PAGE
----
The arithmetic is merciless. To make it likely that the world's temperature will rise no more than 2 degrees Celsius above the average of the preindustrial era — a target agreed to by the world's governments in 2010 — humanity must spew no more than 900 billion more tons of carbon dioxide into the air from now through 2050 and only 75 billion tons after that, according to an authoritative new study in Britain.
The question is how to square that both with the energy that we need and the energy that we have.
The U.S. Energy Information Administration forecasts that global energy consumption will grow 56 percent between now and 2040. Almost 80 percent of that energy demand will be satisfied by fossil fuels. Under this assumption, carbon emissions would rise to 45 billion tons a year in 2040, from 32 billion in 2011, and the world would blow past its carbon ceiling in fewer than 25 years.
“We have trillions of tons of coal resources in the world,” Vic Svec, spokesman for Peabody Energy, told me. “You can expect the world to use them all.”
The only way around this is to put something in coal's place, at a reasonably competitive price. Neither the warm glow of the sun nor the restless power of the wind is going to do the trick, at least not soon enough to make a difference in the battle to prevent climate change.
An analysis of power generation in 21 countries by the Organization for Economic Cooperation and Development and the International Energy Agency projected that even if the world were to impose a tax of $30 per metric ton of carbon dioxide, neither wind nor solar could outcompete gas and coal.
A new generation of nuclear power, by contrast, is potentially the cheapest energy source of all.
The study projected that the typical nuclear generator in North America could produce power at $50-$75 per megawatt/hour, depending on assumptions about construction costs and interest rates, against $70-$80 for coal-fueled power. Wind-powered electricity would cost from $60-$90, but there are limits to how much it can be scaled up. A megawatt/hour of solar power still costs in the hundreds.
The study concluded that nuclear power would prove even more competitive in Asia and Europe.
It is easy to despair about the climate's prospects. Sure, President Barack Obama's new energy policy calls for tight limits on coal-fired power plants. But nuclear power barely merited a mention in his speech at Georgetown University. The odds that Congress will pass a tax on carbon emissions seem as low as ever. Without one, any alternative energy source will have a hard time competing against fossil fuels.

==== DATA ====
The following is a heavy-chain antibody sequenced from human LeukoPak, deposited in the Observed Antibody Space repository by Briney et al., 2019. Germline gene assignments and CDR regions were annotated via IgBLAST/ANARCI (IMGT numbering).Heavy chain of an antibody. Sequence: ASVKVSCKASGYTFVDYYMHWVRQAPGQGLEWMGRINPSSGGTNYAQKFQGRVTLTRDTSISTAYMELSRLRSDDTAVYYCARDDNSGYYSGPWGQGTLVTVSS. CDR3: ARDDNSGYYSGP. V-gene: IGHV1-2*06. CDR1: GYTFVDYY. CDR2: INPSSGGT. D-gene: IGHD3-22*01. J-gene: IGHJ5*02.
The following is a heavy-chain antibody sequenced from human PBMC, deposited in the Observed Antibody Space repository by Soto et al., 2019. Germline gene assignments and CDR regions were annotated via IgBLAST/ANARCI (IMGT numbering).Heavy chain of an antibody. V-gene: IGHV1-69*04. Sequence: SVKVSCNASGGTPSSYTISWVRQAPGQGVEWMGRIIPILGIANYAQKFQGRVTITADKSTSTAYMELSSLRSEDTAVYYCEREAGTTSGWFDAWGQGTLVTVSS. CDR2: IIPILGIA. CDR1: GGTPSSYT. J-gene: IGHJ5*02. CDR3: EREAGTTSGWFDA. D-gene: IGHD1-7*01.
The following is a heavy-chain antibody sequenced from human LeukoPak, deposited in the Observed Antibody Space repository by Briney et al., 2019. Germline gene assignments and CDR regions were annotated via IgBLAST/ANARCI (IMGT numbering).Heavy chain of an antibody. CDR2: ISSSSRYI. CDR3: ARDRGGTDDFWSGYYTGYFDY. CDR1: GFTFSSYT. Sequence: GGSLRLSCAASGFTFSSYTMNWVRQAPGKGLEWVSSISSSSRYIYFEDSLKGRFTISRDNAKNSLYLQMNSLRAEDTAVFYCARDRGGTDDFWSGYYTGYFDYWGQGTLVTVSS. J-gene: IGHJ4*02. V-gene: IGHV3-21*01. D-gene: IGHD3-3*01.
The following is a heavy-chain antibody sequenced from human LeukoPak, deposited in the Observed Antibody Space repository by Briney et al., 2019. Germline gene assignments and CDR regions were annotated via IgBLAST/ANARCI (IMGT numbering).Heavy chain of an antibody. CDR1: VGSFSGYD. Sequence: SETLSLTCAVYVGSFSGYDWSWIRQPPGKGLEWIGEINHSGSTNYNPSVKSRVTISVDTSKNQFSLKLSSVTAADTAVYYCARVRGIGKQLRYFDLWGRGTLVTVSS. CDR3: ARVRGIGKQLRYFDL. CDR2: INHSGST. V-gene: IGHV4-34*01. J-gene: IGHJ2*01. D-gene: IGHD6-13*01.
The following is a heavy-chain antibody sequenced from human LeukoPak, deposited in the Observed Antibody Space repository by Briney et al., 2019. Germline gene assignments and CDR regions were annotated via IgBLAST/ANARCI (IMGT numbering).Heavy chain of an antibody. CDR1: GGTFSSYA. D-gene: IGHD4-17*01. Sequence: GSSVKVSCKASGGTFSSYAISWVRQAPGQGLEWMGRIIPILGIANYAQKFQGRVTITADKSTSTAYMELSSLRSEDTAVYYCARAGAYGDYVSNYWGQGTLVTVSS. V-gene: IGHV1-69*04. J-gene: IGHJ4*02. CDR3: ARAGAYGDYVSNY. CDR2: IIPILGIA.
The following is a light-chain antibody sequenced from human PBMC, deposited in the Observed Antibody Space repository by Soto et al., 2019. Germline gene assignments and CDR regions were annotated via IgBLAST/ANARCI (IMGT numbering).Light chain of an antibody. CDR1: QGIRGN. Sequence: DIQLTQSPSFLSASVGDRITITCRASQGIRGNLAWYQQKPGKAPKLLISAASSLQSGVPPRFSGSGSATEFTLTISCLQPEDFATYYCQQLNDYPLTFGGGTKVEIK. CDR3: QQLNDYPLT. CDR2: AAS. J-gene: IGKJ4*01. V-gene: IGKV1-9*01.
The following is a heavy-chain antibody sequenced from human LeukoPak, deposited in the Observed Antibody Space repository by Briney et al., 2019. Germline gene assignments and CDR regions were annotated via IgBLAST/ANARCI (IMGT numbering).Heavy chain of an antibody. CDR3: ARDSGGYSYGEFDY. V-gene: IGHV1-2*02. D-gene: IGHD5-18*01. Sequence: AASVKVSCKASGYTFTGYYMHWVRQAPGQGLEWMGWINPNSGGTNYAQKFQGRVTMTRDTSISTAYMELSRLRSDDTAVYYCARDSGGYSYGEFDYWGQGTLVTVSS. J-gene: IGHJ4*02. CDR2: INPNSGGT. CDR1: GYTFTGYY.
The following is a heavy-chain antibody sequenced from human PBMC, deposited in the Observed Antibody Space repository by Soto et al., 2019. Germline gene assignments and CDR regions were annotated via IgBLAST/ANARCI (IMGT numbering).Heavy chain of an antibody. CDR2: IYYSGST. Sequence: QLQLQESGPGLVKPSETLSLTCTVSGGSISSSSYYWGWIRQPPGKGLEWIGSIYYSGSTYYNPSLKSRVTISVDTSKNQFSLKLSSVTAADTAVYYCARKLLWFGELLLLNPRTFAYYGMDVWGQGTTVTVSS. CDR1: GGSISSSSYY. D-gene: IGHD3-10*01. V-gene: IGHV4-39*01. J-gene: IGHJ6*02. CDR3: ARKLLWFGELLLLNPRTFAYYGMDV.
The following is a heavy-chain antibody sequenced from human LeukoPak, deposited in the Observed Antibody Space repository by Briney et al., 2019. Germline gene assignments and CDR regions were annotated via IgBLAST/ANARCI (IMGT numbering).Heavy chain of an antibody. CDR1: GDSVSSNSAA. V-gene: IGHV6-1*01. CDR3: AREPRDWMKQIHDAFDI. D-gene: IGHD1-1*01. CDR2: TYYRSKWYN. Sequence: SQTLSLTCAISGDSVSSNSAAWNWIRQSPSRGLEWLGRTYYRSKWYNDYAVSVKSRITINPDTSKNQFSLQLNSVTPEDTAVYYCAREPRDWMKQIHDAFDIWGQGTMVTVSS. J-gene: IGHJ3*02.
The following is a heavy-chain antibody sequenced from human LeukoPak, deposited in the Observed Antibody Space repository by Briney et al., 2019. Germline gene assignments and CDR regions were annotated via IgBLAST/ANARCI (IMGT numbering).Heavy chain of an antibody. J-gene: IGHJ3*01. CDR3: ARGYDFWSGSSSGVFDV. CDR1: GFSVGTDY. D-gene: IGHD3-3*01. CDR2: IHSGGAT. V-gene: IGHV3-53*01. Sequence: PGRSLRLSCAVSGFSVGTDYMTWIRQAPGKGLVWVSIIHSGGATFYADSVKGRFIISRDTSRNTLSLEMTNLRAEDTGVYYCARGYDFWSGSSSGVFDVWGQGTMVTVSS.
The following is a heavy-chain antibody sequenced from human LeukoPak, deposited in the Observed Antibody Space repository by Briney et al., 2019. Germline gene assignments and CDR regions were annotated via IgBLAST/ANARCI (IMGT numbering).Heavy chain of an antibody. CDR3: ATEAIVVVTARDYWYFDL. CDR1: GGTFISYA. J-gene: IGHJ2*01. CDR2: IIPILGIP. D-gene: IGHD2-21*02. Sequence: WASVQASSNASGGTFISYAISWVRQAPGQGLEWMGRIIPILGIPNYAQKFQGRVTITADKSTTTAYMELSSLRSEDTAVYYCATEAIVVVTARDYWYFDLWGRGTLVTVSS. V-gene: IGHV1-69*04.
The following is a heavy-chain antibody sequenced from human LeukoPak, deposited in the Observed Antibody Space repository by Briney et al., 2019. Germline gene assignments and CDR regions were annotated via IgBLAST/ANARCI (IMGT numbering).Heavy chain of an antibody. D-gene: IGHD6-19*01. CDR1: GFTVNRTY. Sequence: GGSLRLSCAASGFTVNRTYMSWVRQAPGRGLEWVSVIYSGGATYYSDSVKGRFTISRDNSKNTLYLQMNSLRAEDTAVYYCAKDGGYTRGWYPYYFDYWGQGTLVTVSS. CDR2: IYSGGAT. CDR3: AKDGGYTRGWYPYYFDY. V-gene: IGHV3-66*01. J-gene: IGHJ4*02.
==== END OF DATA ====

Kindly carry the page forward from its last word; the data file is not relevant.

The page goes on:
Public opinion around the world has become vehemently against nuclear energy after the tsunami damage to the reactor in Fukushima, Japan, in 2011. Germany, one of the most committed nations in the fight against climate change, has turned its back on nuclear power and, intentionally or not, increased its dependence on carbon-heavy coal. China, the world's fastest-growing energy hog, is building reactors at speed, but it is building coal-fired power plants even faster.
Robert Stone, a documentary filmmaker who directed “Pandora's Promise,” about the environmental case for nuclear power, argues that atomic energy's time is coming. Younger environmentalists don't associate nuclear power with Chernobyl and the Cold War. Studies have revealed it to be safer than other fuels.
In the movie, Michael Shellenberger, an environmental activist whom Time magazine once named a Hero of the Environment, argues that beliefs that solar and wind power can displace fossil fuels amount to “hallucinatory delusions.”
Still, the hurdles are substantial. There are fewer nuclear generators in the United States than in 1987. Just maintaining nuclear energy's share of 19 percent of the nation's electricity generation will require adding several dozen new ones. Each will take some 10 years and $5 billion to construct. If nuclear power is to play a leading role combating climate change, it should start now.